Steady Eddie and The Kid: Eddie Murray and Ryne Sandberg headline the 17 newcomers to this year’s Hall of Fame ballot, as voted upon by the Baseball Writers Association of America. Who will receive at least 75 per cent of the vote, thus meriting election to the Hall? Predictions: look for Murray to coast into Cooperstown by earning somewhere in the 85 to 90 per cent range, with Sandberg falling short of election, somewhere in the 60 to 65 percentile; among returning names to the ballot, Gary Carter appears to have the best chance of election. “The Kid” will probably just squeeze by in the 75 to 80 per cent range…

Casey and the Spitball: The proprietors of Spitball Magazine have announced the nominees for this year’s Casey Award, given to the best baseball book of the year. The list of 10 finalists in 2002 includes Howard Bryant’s groundbreaking Shut Out: A Story of Race and Baseball in Boston; Jane Leavy’s bestselling biography of Hall of Famer Sandy Koufax, A Lefty’s Legacy; Glenn Stout’s comprehensive, myth-shattering history of the team in Pinstripes, Yankees Century: 100 Years of New York Yankees Baseball; and Richard Tofel’s terrific tome on the 1939 Yankees, A Legend in the Making… Of the 10 books nominated, two deal with biographical subjects never before tackled in a full-length book. They are Baseball’s Natural: The Story of Eddie Waitkus, by John Theodore, and Louis Sockalexis: The First Cleveland Indian, by David L. Fleitz.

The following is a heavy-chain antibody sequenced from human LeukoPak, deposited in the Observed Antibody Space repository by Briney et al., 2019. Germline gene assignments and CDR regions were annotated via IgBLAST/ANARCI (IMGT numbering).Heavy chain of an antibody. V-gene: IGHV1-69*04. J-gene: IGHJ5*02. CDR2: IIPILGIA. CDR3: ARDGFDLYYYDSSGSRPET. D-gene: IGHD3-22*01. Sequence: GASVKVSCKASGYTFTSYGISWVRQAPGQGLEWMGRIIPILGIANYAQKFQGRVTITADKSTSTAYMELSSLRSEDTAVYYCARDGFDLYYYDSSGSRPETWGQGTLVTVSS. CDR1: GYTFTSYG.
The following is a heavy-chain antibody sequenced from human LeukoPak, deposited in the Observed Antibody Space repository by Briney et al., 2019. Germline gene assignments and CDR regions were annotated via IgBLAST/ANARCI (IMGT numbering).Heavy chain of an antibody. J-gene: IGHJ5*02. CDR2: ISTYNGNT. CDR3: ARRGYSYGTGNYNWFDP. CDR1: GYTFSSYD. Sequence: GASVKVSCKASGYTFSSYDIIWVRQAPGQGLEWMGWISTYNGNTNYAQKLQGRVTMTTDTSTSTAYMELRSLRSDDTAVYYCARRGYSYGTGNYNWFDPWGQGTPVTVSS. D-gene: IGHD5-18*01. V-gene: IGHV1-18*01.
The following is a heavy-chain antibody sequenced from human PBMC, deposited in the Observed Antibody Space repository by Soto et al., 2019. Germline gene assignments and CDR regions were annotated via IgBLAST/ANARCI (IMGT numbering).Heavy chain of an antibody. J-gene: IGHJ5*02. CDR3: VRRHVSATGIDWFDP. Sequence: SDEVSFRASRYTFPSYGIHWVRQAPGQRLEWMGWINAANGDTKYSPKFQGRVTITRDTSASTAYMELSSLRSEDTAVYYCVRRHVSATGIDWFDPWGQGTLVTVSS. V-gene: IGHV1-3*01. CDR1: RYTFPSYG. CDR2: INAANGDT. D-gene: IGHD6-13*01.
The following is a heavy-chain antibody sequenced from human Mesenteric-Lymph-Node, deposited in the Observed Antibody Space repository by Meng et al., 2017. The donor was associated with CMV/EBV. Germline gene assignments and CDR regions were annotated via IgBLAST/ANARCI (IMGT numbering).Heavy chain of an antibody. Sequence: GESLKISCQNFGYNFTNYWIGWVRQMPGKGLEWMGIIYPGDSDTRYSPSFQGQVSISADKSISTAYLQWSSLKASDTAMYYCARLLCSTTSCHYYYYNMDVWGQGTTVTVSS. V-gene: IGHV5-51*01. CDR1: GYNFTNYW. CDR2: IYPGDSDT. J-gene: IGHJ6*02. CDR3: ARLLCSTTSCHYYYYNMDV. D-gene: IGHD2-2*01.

Bruce Markusen is the author of A Baseball Dynasty: Charlie Finley’s Swingin’ A’s, now available from St. Johann Press. Featuring interviews with former A’s stars like Sal Bando, Reggie Jackson, Blue Moon Odom, Joe Rudi, and Gene Tenace, the book relives Oakland’s wild championship run from 1971 to 1975.


by Bruce Markusen